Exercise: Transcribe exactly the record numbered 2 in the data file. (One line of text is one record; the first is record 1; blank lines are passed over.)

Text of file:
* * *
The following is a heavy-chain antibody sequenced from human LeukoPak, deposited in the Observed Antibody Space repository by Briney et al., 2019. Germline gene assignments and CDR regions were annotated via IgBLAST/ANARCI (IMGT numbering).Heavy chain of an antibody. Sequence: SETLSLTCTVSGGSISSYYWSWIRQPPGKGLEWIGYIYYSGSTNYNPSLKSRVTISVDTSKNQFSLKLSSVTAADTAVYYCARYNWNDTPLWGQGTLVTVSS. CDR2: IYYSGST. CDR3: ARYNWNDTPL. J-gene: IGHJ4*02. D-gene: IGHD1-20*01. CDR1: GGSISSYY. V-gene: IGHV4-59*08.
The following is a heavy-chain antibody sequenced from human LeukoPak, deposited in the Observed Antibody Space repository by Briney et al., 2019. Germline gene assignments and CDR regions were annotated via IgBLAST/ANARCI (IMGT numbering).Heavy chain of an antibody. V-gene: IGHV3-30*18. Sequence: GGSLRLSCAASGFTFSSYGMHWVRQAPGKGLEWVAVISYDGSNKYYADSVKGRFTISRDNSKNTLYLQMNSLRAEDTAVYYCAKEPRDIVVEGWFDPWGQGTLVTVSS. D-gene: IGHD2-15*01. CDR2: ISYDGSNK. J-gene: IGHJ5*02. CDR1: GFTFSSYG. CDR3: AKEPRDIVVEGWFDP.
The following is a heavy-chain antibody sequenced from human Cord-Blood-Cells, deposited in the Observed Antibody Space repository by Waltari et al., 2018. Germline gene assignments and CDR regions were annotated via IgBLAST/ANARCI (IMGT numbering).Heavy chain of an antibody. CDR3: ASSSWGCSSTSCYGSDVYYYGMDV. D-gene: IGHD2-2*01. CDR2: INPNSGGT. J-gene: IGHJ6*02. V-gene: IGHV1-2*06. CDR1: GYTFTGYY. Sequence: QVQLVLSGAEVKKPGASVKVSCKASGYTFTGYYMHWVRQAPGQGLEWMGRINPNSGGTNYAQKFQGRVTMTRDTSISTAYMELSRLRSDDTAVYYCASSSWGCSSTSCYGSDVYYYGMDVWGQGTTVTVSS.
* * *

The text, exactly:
The following is a heavy-chain antibody sequenced from human LeukoPak, deposited in the Observed Antibody Space repository by Briney et al., 2019. Germline gene assignments and CDR regions were annotated via IgBLAST/ANARCI (IMGT numbering).Heavy chain of an antibody. V-gene: IGHV3-30*18. Sequence: GGSLRLSCAASGFTFSSYGMHWVRQAPGKGLEWVAVISYDGSNKYYADSVKGRFTISRDNSKNTLYLQMNSLRAEDTAVYYCAKEPRDIVVEGWFDPWGQGTLVTVSS. D-gene: IGHD2-15*01. CDR2: ISYDGSNK. J-gene: IGHJ5*02. CDR1: GFTFSSYG. CDR3: AKEPRDIVVEGWFDP.